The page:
April 18, 2024
close up of kid's hands writing with a pencil

For children with disabilities, the timely implementation of special education programming and services is crucial for their learning, literacy, and overall development. This urgency is reflected in the federal Individuals with Disabilities Education Act (IDEA), which mandates that disputes over special education services be resolved within 45 days. However, a recent class action lawsuit including more than 5,000 children with disabilities and their families revealed that the New Jersey Department of Education (NJDOE) has failed to meet this requirement for decades.

On April 11, 2024, in C.P. v. New Jersey Department of Education, a U.S. district judge approved a settlement that can begin to right these wrongs. Playing a significant role in this achievement was the Rutgers Education and Health Law Clinic (EHLC), which represented several non-profit advocacy organizations as amici curiae throughout the litigation.

Making a Difference for New Jersey’s Families

The EHLC, which provides free legal representation to low-income parents of children with disabilities in special education, early intervention, and school discipline matters, learned of the case in the summer of 2019.

“Having witnessed the significant harms the delays caused on our own client population and knowing that any decision in the matter would directly affect the clients and communities we serve, we agreed to represent several non-profit organizations, associations of attorneys, and advocates who are dedicated to advocating on behalf of children with disabilities and who are passionate about this issue,” says EHLC’s Jennifer N. Rosen Valverde, distinguished clinical professor of law and Nadine Taub Scholar. Amici curiae members included SPAN Parent Advocacy Network, Education Law Center, Disability Rights New Jersey, Advocates for Children of New Jersey, and the Council of Parent Attorneys and Advocates.

Throughout the process, Valverde and the EHLC took on a more involved role than is typical for amicus curiae. They briefed numerous motions, argued those motions in court, and Valverde was prepared to serve as the plaintiff’s first witness had the matter gone to trial. When EHLC expressed concerns to the judge about the initial settlement, he advised the parties to take amici’s concerns seriously and Valverde was invited by the parties to participate in settlement negotiations. Later, she testified in favor of the final settlement at the fairness hearing.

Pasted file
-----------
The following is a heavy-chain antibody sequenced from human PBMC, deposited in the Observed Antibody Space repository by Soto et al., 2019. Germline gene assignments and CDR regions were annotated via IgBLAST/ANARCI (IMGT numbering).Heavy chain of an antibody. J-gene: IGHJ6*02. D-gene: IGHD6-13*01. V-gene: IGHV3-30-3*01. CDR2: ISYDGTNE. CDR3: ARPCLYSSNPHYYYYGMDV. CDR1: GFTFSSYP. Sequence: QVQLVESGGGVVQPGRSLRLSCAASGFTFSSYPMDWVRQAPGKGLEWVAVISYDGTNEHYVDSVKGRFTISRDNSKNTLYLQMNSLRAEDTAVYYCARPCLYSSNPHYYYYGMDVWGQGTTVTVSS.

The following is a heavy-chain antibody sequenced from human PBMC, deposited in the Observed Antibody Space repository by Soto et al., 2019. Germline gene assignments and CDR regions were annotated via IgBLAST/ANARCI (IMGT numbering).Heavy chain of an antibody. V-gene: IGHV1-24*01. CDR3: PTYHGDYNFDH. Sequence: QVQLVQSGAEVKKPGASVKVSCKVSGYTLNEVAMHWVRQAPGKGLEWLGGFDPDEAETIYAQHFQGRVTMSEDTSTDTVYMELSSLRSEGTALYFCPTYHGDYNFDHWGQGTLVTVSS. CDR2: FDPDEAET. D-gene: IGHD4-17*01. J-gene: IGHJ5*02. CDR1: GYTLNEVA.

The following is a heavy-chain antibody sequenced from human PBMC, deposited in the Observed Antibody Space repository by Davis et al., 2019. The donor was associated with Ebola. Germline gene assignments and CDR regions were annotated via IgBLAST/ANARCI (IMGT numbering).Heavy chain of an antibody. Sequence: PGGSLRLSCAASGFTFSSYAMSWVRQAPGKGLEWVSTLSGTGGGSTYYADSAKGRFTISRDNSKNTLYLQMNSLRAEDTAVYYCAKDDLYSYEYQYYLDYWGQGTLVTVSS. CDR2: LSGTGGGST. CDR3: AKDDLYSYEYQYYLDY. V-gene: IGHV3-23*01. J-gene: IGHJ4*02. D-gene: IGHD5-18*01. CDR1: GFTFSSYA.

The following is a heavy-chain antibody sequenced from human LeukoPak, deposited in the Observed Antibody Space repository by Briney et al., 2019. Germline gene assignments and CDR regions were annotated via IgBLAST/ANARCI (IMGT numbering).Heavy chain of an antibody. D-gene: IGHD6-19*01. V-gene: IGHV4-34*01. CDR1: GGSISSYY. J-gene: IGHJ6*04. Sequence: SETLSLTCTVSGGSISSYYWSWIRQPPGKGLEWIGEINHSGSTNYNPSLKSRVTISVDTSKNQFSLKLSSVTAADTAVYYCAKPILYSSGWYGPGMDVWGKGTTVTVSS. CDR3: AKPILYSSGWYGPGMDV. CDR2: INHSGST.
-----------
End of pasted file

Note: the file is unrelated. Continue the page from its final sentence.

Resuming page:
“This case is about critical educational and developmental time lost for children with disabilities when enforcing their rights under the IDEA,” explains Valverde. “Time is even more crucial for children living in households that are low-income or poor due to the triple harm of poverty, disability, and inappropriate educational programming. Studies have shown that delays in the identification and remediation of childhood disability can have significant adverse effects on the child—because disabilities may become ingrained and less responsive to treatment—and their families, by increasing stress and affecting parents’ ability to work and care for the family’s basic needs. The fact that it took nearly five years to resolve the matter is not only ironic, but also exceedingly frustrating and sad. While the settlement isn’t perfect, it provides needed parameters to repair the State’s broken dispute resolution system and I am cautiously optimistic that compliance will be achieved.”

In the end, the settlement addresses many of amici’s concerns. First, it mandates the appointment of a compliance monitor to help NJDOE meet its 45-day obligation and provide regular reports to the public on NJDOE’s progress. Until 95 percent of cases are decided within 45 days, the federal court will retain jurisdiction. And, families affected by past violations of the 45-day rule now have two years to pursue legal claims against NJDOE.

“Drafting briefs for this case allowed me to have real-world legal experience on a compelling and timely legal issue, while simultaneously allowing me to advocate for justice for a highly vulnerable population,” says Nicole M. Virella Almanzar ’20, who worked on this case as a student in the EHLC. “The legal issues at hand in this case will have long standing effects on the special education process in New Jersey and I’m grateful to the Education and Health Law Clinic for giving me the opportunity to work on this matter.”

Rutgers Law Media Contact:
Shanida Carter

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